Nihilism is the belief that there is no meaning or purpose in existence.
I am guessing it is the result of the last few days of gloomy weather — probably a foretaste of Seasonal Affective Disorder (SAD) — but the above definition is an atmosphere I am seeing begin to appear in our society. The word is nihilism. In the extreme, it is a nasty philosophy that says nothing matters.
There is also the biblical “eat, drink, and be merry for tomorrow we die” (Ecclesiastes, Isaiah). Whichever definition of life calls to you, neither does humanity much good.
When I checked today there were 40.2 million cases of Covid in the world. 27.6 million of those cases had recovered, but 1.12 million deaths have been recorded. I wrote that out to look at the zeroes — 1,012,000. The human race deals better with things we can touch, smell, see, hear and taste so looking at a series of numbers doesn’t do much for me. I can’t wrap my head around the human suffering unless it touches me, personally.
Many years ago I was traveling in India on a summer Fulbright program for teachers. When we were in Calcutta, we attended a concert which ended just about the time people were getting off work for the day. I was sitting in the bus when the driver turned the headlights on. Suddenly the population of India at 1,353,000,000 people became real to me. As far as I could see there were people moving. I imagined if I stepped off the bus I could have walked down the street on the heads of those passing by. Real people on their way home from jobs. Going to families to have dinner. To play with their children. To check on their elderly parents. And on and on I imagined their lives. Absolutely no different from mine. I have never forgotten that experience. Whenever I begin to be too self important, too self centered I think of the billions of people who are just like me. The human family — every color and language and culture God made possible.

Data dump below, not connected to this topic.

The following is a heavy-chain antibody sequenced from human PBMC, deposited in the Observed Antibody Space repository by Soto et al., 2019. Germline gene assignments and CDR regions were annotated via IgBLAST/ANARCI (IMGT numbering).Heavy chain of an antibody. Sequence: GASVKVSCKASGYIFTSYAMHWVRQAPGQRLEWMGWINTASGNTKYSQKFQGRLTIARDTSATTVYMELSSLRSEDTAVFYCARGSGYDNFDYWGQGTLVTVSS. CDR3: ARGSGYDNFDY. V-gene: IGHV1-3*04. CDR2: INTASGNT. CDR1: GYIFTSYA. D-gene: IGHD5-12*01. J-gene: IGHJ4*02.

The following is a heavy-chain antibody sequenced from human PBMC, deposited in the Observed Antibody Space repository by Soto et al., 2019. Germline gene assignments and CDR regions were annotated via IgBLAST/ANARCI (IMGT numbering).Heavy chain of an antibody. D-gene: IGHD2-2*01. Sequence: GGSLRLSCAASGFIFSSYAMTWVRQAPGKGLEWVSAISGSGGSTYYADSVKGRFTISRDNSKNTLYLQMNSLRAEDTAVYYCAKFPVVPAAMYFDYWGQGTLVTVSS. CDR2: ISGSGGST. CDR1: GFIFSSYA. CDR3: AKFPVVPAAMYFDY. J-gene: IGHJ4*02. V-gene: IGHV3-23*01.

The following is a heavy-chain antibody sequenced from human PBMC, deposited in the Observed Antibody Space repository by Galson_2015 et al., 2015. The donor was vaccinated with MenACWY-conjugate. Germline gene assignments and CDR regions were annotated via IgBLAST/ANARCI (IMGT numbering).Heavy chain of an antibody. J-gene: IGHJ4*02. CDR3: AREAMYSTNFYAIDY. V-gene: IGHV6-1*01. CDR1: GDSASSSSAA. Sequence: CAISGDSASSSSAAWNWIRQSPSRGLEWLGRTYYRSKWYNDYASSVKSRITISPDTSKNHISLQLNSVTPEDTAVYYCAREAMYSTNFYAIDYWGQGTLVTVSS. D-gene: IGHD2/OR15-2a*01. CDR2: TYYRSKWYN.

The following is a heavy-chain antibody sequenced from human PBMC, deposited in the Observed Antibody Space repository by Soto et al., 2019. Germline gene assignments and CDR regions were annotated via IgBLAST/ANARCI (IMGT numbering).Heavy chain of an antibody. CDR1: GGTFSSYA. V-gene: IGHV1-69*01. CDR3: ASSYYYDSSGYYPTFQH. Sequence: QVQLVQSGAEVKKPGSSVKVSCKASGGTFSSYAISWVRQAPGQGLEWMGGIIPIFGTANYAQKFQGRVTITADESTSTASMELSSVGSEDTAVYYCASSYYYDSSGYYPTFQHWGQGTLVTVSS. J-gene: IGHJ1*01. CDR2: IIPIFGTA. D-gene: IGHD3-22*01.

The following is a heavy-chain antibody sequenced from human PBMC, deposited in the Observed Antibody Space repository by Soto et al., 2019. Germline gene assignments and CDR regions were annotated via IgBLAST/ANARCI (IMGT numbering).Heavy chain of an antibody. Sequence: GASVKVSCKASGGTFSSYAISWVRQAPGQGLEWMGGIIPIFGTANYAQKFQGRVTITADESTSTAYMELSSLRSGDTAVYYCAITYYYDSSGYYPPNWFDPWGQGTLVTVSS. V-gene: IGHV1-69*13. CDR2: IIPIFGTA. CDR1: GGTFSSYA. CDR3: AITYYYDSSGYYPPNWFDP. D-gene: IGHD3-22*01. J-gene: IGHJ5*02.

The Covid virus has exposed our vulnerability and we don’t like it. The pandemic prevents us from doing the things we want to do. It is easy to become like a pouty, self-serving child when we don’t get our way. We begin to imagine that nothing matters but this moment and so whatever we do is okay. We imagine that we might as well party today because death might come to us tomorrow and we never think about those others whose lives cross paths with our own.
Edgar Allen Poe wrote a short story entitled “The Masque of the Red Death”. A group of wealthy people flee to a country estate to escape the plague wiping out the city in which they live. They feel fortunate to have gotten away from the threat of death. What they don’t know is that death will crash the party and they will all die. The theme of the story is the inevitability of death.
We can live with that idea of inevitability. But what can happen is that we lose our humanity and any compassion is quickly destroyed. As long as we live we need to care for each other. Life is not about me nor is it about you, but it is about “us” and how we can improve what time we have and make it good for everyone.